9. That URL is below, and can also be a custom port if your agent templates are designed to change that port for check-in by edit of the 'server address' ; Here's the specific URL it's hitting by default, for agent ID 89: http://FQDN/LabTech/agent.aspx?89c5&10 The text and numbers after ? are specific encoded items we can determine, like what is it sending, how many items, etc We've seen cases where the WEB GUI can be hit, but a IPSEC policy can block agent communication through LTSVC.exe, so this would not guarantee communication, better try hitting that URL and look for the agent version returned to verify if the URL / ASP can be served (again not a guarantee event if that aspx site can be reached for agent.aspx ; Just a guideline. Better run a Wireshark instead to see if deep packet inspection is a culprit if troubleshooting communication issues..
  10. Yes, this is a Known limitation of Chrome 71 and the \Automate\ Web Control Center Our fix is to use Firefox for now until we can patch this limitation on Automate 12 Patch build .492+ Take this site as example of a working patch .489 server on Chrome 71: https://dfleisch.ddns.net/automate
  11. dfleisch

    Intel Processors

    Maybe doing this by Hardware ID then having a cross-reference for diff gens of Intel Procs? https://stackoverflow.com/questions/7480556/how-to-get-hardware-id-for-a-network-adapter-programmatically-in-c-sharp The Hardware ID via WMI query should be available to query with a remote monitor..
  12. dfleisch

    Speed optimization of On-Prem Automate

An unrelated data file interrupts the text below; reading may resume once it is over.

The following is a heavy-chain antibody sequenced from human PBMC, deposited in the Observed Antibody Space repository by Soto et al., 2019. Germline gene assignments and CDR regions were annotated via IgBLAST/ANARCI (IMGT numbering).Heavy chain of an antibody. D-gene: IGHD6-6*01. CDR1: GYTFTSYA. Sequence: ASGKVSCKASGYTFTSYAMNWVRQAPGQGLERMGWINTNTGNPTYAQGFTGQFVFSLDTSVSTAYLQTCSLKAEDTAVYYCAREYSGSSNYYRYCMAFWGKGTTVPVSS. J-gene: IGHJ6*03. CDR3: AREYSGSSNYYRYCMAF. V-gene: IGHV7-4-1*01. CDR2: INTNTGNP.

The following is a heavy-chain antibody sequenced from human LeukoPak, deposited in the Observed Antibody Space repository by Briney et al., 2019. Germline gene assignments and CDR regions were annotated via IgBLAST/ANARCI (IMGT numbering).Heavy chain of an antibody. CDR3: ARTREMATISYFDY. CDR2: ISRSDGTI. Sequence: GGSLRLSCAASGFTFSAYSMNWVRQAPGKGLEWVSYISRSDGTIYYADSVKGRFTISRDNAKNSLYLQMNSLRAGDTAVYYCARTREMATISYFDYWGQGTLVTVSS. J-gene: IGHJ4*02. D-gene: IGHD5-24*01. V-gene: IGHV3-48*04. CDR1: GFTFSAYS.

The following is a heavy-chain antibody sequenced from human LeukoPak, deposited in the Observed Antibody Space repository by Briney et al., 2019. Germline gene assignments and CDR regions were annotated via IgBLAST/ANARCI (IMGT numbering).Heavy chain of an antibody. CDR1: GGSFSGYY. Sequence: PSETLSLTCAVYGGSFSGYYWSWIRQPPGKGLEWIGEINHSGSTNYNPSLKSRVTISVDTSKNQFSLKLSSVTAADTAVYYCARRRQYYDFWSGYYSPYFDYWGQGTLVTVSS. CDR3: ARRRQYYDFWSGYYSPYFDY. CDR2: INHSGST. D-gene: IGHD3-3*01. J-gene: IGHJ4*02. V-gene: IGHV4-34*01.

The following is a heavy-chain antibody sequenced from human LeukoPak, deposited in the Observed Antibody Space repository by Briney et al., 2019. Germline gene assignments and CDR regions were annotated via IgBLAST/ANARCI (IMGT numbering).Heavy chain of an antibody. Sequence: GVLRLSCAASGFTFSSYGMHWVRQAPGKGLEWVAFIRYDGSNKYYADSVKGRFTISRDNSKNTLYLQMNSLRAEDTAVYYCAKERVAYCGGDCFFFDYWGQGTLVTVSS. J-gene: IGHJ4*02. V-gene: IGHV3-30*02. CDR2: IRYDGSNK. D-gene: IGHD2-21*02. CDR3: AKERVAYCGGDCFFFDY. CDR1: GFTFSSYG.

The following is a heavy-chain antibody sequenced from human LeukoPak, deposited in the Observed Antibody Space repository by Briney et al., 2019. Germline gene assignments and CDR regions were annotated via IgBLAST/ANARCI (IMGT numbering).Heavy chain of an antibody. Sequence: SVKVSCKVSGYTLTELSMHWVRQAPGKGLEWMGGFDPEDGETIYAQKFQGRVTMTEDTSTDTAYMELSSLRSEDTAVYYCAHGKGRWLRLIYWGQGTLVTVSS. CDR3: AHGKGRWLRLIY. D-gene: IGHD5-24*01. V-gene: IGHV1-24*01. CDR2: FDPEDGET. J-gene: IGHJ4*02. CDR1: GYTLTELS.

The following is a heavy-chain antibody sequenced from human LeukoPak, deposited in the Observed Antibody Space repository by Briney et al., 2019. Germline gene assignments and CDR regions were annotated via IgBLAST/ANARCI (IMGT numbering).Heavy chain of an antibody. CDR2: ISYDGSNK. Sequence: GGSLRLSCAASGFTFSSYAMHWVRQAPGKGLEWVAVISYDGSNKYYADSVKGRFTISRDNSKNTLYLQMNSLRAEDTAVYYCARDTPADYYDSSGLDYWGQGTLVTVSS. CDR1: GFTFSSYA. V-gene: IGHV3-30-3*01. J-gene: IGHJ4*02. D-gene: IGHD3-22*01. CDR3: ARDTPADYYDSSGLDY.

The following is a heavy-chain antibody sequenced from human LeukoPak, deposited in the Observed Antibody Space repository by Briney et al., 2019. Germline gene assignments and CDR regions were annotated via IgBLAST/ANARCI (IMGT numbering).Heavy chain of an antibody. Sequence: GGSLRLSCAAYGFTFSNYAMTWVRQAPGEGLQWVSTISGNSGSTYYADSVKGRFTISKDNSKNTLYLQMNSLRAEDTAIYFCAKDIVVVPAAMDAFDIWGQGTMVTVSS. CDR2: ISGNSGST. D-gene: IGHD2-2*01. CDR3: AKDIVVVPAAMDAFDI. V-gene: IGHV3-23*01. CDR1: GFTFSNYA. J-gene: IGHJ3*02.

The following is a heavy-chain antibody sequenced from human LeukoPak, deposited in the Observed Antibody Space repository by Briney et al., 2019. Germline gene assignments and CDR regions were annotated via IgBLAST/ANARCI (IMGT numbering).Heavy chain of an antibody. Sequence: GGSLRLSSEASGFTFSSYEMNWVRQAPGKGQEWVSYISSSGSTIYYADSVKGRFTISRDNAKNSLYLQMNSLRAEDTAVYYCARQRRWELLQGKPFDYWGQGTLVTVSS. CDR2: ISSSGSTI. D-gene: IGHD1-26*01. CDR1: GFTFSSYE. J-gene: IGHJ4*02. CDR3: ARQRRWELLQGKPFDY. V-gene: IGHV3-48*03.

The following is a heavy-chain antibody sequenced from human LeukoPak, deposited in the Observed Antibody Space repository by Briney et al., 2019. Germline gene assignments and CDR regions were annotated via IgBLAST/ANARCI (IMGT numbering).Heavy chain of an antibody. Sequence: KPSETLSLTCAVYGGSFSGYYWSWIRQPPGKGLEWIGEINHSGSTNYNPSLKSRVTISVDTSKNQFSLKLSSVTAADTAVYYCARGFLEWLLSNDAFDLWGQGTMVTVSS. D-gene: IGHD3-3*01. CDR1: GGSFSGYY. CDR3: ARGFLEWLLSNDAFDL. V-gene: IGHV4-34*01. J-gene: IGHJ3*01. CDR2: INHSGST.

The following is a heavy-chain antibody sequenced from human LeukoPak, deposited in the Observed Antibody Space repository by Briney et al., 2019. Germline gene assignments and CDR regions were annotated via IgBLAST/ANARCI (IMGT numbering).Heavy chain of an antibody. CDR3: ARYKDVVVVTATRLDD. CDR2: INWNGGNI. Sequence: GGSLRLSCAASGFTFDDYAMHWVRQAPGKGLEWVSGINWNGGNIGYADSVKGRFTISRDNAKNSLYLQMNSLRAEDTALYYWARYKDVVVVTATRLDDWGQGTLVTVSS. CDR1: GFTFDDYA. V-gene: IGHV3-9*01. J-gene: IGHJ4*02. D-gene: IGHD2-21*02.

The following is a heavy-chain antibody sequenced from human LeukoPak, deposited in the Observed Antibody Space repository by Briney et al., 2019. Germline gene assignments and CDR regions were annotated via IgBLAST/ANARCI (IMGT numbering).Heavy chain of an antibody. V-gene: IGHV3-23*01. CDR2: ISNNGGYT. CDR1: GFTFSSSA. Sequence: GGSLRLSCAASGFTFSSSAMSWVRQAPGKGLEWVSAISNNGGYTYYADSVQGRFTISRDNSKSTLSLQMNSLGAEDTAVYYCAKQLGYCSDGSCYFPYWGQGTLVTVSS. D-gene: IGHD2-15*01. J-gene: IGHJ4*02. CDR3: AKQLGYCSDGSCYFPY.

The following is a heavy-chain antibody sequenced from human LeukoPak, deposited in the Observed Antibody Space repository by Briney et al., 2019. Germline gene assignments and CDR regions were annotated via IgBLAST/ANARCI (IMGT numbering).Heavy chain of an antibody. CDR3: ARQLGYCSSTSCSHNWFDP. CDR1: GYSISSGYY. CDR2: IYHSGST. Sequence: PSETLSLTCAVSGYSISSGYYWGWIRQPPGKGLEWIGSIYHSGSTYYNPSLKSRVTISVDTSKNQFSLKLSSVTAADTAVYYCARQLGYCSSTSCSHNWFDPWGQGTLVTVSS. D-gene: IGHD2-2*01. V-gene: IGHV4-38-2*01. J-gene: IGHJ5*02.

If you'd like a sneak peak of what testing metrics Connectwise is employing for the future to help prevent configuration problems, wala: This diskspd.exe -c10G -t4 -si16K -b16K -d30 -L -o1 -w100 -D -Sh C:\testfile.dat command line syntax fully supports changing paths and or file test sizes / block size to find out what performance your disk provides at differing metrics. You can choose read or write as well with this Microsoft tool. ------ The goal is to suggest 3000 IOPS on the 'total' column shown below for the 100% write @ 16k metric as a 'minimum spec' we require for new builds. Any one who doubts performance or does not believe performance is a factor for issues on the server, we first need to ensure your current Automate Patch version. --If certain indexing has been added to the database to work-around known issues with patching queries and networkdevices tables queries which happen to also join the 'computers' table then, it should come as no surprise, once we rule out these factors, disk is import to review. Without these indexes (coming in Patch 11 and 12 of Automate 12) Agent check-ins and CC login can back up and spike IIS server / w3wp.exe CPU use along with MySQLd.exe's usage by way of held open connections eating resources and responsiveness ; ..Some are Known issues and are included in a current, future, or no patch (yet). In order to find out if this is the case, please contact Automate Support and get a ticket in to see if your server is optimized using all the known fixes we have through subject like 'Server Performance review' ------ To get the bigger picture, also run a 4k write IOPS test, in order to gain insight on the contrast between these two properties of the disk sub-system. Below, I've run two 16k write tests as the validation would do pre-server install. *You must edit the path of C:\testfile.dat to the drive you wish to test on no matter when diskspd.exe is located as the exe location wont change results (The test runs on the drive you specify via path in CMD line syntax) I've attached a benchmark of a direct connected (SATA 6G) 1TB 7200RPM 'Performance' Hitachi Deskstar spinning disk on the right. On the left, a Samsung 850 EVO 250GB is running the test virtualized. We need to make note of Total IOPS in these screenshots under the 'Total: ' I/Os per second' output of the test result screen via CMD.exe From these test results, the HDD scores ~3716 Operations Per Second in total when writing 16k blocks, while the SSD does 12,264 IOPS on a 16k Write Keep in mind, the testfile.dat size variations as modified by -c10G (default of 10GB test file) show little change to SSDs, while HDDs can be up to 30% faster on first vs last sector of the disk, so use this on new drives with a size closer to total disk space to see total drive IOPS on average, with expense of longer test run time. The test is going to give you an idea of if your disk meets our requirements for new server builds. Example: Any server scoring below '3000 IOPS' may cause EDF rebuild, search rebuild, or patching rebuild, nightly maintenance, or intermittent performance issues as varying queries run throughout the day. Some of these are traced to IO issues, other relating to a optimization we must apply through patches. This is directly linked with high avg CPU usage by the DB AND WEB server due to 'managing the idle time' between IO requests and transaction commits. Some of this is preventable, some of it we can re-write code to optimize, but get this out of the way first, run a benchmark! diskspd.exe